Tell us who you are!
I am the Manager of Performance and Program Management for the US Procurement Organization at BAYER. I also head-up two Employee Resource Groups.
Tell us more about your career steps and other projects you were part of!
I began my career in 2002 with a supplier of equipment, services and software to enable the manufacture of flat panel display, Glass and solar products. In 2008 I joined Bayer and soon after relocated to New York to lead the Quality Assurance and Regulatory Affairs element team responsible for the development and regulatory submission of a Blood Glucose monitoring system.
In 2012 I founded the BPDN (Bayer Professional Development Network), an employee resource group dedicated to making a positive impact on employees, providing opportunities for them to develop leadership skills and expand their networks. The BPDN has developed into the largest Bayer employee resource group in the United States with 1,500 registered members.
Since 2013 I am focused primarily on special projects developing the Procurement Communication strategy, championing new training & professional development programs. Most recently, I have taken the lead on creating a new employee resource group called “Hope”. Hope stands for “Helping Other Parents Elevate” and is dedicated to supporting Bayer employees who have children with disabilities.
What does “Social Capital” mean to you?
Your network is only going to grow and be able to make a difference in your career if you continue to add to it, nurture the connections in it, and build your “social capital”. Some people see that and think they need to make 1,000+ connections on LinkedIn and that they have a meaningful network. Those networks will not make a difference in your career unless they are people you know, people who you’ve worked with, people who you’ve made a difference for, or people who you have continued to nurture relationships with.
What makes you successful in your business/current job?
I’d have to say that I’m successful in my current job because I wasn’t classically trained to be in this particular profession. I have experience in packaging, manufacturing, supplier quality, new product development, purchasing, sourcing and program management. That gives me a great deal of experience to draw from and I’m able to see things from multiple perspectives.
What is/has been your biggest achievement professionally and privately?
My biggest achievement professionally was starting the Bayer Professional Development Network and building it from 4 people to over 1,500 today. Privately, my biggest achievement has been my two daughters (Amaya and Kailynn).
What skills, experiences or incidences helped you to get you to where you are today? What helped? What hindered?
There are a few things that have helped me get to where I am today. The most important thing was a mentor who had direct control and influence over my career development. My first mentor helped me move up the ladder fairly quickly at Applied Materials and then was also responsible for bringing me to Bayer HealthCare. His recommendations also helped me to land my next two promotions after that. In addition, I believe staying positive has helped me just as much. I’m able to build relationships with my colleagues rather easily because of my attitude and I believe that’s been a catalyst for much of my success.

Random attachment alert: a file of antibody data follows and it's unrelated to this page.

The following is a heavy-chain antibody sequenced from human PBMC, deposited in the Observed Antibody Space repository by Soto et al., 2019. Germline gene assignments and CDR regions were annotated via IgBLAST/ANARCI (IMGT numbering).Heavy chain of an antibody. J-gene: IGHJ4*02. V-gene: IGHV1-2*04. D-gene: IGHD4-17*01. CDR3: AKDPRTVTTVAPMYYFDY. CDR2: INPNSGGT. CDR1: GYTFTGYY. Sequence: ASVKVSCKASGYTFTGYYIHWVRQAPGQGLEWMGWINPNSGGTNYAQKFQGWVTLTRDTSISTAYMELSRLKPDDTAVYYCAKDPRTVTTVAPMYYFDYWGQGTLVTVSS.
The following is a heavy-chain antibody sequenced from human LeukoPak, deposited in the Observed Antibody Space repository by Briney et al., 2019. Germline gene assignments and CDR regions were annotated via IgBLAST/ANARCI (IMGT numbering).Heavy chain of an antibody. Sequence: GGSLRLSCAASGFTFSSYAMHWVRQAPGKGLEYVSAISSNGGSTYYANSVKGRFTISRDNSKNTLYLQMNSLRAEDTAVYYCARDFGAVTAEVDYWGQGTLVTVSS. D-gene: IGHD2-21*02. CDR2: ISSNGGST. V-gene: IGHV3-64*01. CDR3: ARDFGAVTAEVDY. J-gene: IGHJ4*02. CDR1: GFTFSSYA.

What are your aspirations as a 1World Mentor for the 1World Social Capital Program?
I’d like to help young professionals build their brand. I truly believe in the “doing more for everyone than anyone else” mindset that Tony Robbins teaches and I’d like to share my lessons learned with motivated and driven people.
What can you offer your 1World Mentee?
My 1World Mentee will get a unique mentoring experience. I believe that all development comes from three pillars. How you develop yourself as a person, how you develop yourself as a professional, and how you give back to your community. You will never truly excel until you are focusing on all three. I’ll help you find out what’s important to you in all three areas.
I am also always looking for capable interns for my department.
What does your ideal 1World Mentee look like?
My ideal 1World Mentee will be someone who is driven, wants to make a difference, and doesn’t mind doing more work than what is in their job description. Someone who is willing to invest the time it takes to grow professionally, but also sees value in helping other people along the way.
What are your aspirations for your 1World Mentee?
Ever situation will be unique. My main goal is to add value and to help them be a better person and professional.
Do you believe there is a glass ceiling for young female professionals? If yes, how can we break it?
No. If there is, let’s break it. Every young female professional should have the mindset that they can go as far as they choose to.